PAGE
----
WASHINGTON – U.S. Supreme Court Justice Anthony Kennedy announced his retirement on Wednesday, setting off what could be one of the most contentious judicial confirmation battles in American history.
Kennedy is known as the swing vote on the high court, meaning that a conservative replacement could shift the body to the right for a generation. That could have huge implications for cases expected to make their way to the Supreme Court in coming years, including battles over the rights of businesses to make “religious refusals,” a reckoning over the issue of partisan gerrymandering and new restrictions on the right to abortion — all issues that would reverberate loudly in Texas.
The retirement is also a likely advantage for Texas in several lawsuits against the federal government currently winding their way through the federal courts system, including a case that aims to end the Deferred Action for Childhood Arrivals program and another challenge to the Affordable Care Act.
Both Texas senators, Republicans John Cornyn and Ted Cruz, serve on the Senate Judiciary Committee and are all but certain to play central roles in the questioning of whoever President Donald Trump nominates to replace Kennedy.
In a Fox News interview Wednesday, Cruz praised the moment as “an historic day.”
“What the Gorsuch pick did at the very best was maintain the status quo,” Cruz said. “The Justice Kennedy vacancy, on the other hand, is an opportunity to really have a profound impact on the court that could last for decades.”
Democrats, who are still bitter that U.S. Senate Majority Leader Mitch McConnell refused to allow a vote for the previous open seat during the Obama administration, should be expected to fight this nomination tooth and nail.
But they have little recourse. McConnell and his Republican colleagues lifted the filibuster rule during the 2017 nomination of current Justice Neil Gorsuch, meaning a simple majority is all that the GOP will need to push through the president’s nominee.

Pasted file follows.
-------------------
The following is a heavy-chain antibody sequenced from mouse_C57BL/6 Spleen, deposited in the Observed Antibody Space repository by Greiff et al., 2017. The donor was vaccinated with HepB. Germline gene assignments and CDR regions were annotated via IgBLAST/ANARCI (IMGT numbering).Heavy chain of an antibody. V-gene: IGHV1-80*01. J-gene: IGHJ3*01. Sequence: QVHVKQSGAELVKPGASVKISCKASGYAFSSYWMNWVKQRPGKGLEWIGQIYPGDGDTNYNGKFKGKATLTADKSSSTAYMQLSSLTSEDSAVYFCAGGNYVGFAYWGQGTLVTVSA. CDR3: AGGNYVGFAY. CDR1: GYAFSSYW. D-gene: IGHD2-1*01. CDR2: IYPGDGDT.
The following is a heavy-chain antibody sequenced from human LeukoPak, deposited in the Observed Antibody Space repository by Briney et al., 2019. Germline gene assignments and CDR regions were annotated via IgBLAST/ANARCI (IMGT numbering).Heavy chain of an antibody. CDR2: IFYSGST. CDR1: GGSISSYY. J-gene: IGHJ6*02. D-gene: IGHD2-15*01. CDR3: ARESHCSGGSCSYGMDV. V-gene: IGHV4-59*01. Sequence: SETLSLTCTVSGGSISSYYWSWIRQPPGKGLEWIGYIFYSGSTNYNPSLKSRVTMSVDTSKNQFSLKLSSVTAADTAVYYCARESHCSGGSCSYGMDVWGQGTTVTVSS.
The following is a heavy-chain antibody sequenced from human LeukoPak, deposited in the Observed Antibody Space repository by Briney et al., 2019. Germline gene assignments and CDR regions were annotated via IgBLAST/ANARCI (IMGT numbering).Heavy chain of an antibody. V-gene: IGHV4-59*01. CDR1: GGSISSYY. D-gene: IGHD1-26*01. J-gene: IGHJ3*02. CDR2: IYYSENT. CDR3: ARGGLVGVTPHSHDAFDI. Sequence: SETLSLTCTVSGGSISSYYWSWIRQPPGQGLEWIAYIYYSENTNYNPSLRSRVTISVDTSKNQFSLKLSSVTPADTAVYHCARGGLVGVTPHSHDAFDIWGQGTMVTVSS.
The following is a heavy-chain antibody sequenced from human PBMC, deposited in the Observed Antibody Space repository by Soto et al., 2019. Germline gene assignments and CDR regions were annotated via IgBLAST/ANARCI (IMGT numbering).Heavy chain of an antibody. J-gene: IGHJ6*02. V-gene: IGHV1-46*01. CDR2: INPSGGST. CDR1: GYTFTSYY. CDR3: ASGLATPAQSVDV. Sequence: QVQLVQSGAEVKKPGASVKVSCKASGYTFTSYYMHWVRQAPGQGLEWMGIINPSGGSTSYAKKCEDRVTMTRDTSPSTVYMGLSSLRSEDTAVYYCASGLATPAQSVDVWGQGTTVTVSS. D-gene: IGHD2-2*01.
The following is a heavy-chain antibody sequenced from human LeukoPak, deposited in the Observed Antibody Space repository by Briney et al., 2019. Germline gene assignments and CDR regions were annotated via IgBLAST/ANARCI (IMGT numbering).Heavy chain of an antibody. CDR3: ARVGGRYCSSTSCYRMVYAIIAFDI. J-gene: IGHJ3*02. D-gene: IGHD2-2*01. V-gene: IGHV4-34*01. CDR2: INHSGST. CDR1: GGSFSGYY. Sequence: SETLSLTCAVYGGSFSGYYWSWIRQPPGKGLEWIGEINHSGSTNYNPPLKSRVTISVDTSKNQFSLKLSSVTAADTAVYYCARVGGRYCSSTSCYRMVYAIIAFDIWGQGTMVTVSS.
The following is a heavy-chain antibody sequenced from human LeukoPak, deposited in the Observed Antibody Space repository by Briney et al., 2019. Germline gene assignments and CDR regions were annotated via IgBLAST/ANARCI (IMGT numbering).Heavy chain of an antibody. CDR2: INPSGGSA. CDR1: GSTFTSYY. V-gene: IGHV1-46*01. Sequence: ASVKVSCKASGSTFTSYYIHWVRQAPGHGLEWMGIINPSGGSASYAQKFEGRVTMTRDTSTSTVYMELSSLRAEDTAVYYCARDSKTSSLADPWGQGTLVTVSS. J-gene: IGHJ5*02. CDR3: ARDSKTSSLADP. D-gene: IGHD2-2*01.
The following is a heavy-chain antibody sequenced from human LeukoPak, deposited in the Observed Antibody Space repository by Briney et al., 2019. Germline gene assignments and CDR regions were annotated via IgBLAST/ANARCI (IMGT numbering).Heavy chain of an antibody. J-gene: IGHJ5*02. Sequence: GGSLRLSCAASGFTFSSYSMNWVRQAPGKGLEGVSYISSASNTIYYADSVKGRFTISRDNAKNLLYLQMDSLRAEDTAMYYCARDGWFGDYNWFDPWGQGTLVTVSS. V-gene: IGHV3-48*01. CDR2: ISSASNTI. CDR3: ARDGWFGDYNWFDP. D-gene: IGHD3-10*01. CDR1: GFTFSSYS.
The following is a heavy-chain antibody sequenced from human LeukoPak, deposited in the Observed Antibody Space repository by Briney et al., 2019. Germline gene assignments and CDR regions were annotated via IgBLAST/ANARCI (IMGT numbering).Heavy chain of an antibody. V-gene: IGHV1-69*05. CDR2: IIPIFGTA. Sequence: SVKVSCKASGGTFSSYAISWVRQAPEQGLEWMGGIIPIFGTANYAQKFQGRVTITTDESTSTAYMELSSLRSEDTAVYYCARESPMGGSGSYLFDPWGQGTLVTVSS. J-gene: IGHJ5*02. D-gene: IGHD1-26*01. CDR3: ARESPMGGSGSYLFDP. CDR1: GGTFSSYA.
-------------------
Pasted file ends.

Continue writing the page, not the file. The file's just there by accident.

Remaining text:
President Donald Trump said Wednesday that he’d choose his next nominee from a previously circulated shortlist of Supreme Court contenders. Cruz gave an early endorsement to one of his colleagues, who appears on that list: U.S. Sen. Mike Lee, R-Utah.
“The single best choice President Donald Trump could make to fill this vacancy is Senator Mike Lee,” Cruz said. “I think he would be extraordinary.”
Cornyn chimed in later in the day with a news release.
“I hope the President will choose a principled, well-qualified nominee committed to upholding the rule of law and interpreting the Constitution faithfully, rather than rewriting it,” he said. “I also hope Democrats will consider whomever the President chooses on the merits and not subject the nominee to unfair, personal attacks.”
“I look forward to voting to confirm Justice Kennedy’s successor this Fall.”
Trump’s shortlist also includes one Texan, former Texas Supreme Court Justice Don Willett, who was confirmed in December to a seat on the conservative 5th U.S. Circuit Court of Appeals.
Willett is perhaps best known for his outspoken Twitter presence, an accountthat has quieted slightly since his nomination last summer to the federal bench. Questions about Willett’s social media accounts dominated his confirmation hearing in November, with some senators suggesting that posts Willett considered lighthearted had in fact shown bias on issues like the rights of transgender students.
He told the committee that his tweets from the federal bench would “be above the fray” and focus largely on civic education.
Over the last 30 years, Kennedy emerged as a critical centrist on an increasingly polarized court, making him an important vote on several Texas cases. He wrote for the majority in the 2003 Lawrence v. Texas decision, a sweeping ruling that struck down Texas’ ban on gay sodomy and took 13 similar laws along with it. Two years ago, Kennedy sided with the court’s more liberal justices to strike down Texas abortion restrictions and uphold affirmative action policies at the University of Texas at Austin.
During the term that ended Wednesday, Kennedy sided with Texas in a case upholding the state’s political maps, which a district court had said intentionally discriminated against voters of color.
The University of Texas at Austin has been a financial supporter of The Texas Tribune, a nonprofit, nonpartisan news organization that is funded in part by donations from members, foundations and corporate sponsors. Financial supporters play no role in the Tribune’s journalism. Find a complete list of them here.